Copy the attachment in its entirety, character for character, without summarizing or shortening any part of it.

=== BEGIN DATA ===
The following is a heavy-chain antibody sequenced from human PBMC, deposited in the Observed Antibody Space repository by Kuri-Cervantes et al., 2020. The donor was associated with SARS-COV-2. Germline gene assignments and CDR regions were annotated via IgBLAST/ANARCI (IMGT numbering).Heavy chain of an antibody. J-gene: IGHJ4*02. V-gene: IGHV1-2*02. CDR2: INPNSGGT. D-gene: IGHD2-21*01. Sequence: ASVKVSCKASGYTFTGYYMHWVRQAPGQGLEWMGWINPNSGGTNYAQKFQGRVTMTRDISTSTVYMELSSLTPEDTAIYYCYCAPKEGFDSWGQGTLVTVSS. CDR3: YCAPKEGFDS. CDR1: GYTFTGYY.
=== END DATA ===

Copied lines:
The following is a heavy-chain antibody sequenced from human PBMC, deposited in the Observed Antibody Space repository by Kuri-Cervantes et al., 2020. The donor was associated with SARS-COV-2. Germline gene assignments and CDR regions were annotated via IgBLAST/ANARCI (IMGT numbering).Heavy chain of an antibody. J-gene: IGHJ4*02. V-gene: IGHV1-2*02. CDR2: INPNSGGT. D-gene: IGHD2-21*01. Sequence: ASVKVSCKASGYTFTGYYMHWVRQAPGQGLEWMGWINPNSGGTNYAQKFQGRVTMTRDISTSTVYMELSSLTPEDTAIYYCYCAPKEGFDSWGQGTLVTVSS. CDR3: YCAPKEGFDS. CDR1: GYTFTGYY.